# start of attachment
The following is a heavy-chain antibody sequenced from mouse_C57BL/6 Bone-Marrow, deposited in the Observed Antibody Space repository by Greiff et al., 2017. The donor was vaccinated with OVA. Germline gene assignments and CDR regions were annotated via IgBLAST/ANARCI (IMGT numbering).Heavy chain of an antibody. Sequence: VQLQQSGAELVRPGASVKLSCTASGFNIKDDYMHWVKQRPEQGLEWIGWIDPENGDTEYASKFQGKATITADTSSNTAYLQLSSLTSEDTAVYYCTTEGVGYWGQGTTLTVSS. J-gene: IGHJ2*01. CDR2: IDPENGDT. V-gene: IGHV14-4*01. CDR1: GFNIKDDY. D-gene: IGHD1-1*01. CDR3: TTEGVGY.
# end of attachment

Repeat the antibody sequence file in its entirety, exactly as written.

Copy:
The following is a heavy-chain antibody sequenced from mouse_C57BL/6 Bone-Marrow, deposited in the Observed Antibody Space repository by Greiff et al., 2017. The donor was vaccinated with OVA. Germline gene assignments and CDR regions were annotated via IgBLAST/ANARCI (IMGT numbering).Heavy chain of an antibody. Sequence: VQLQQSGAELVRPGASVKLSCTASGFNIKDDYMHWVKQRPEQGLEWIGWIDPENGDTEYASKFQGKATITADTSSNTAYLQLSSLTSEDTAVYYCTTEGVGYWGQGTTLTVSS. J-gene: IGHJ2*01. CDR2: IDPENGDT. V-gene: IGHV14-4*01. CDR1: GFNIKDDY. D-gene: IGHD1-1*01. CDR3: TTEGVGY.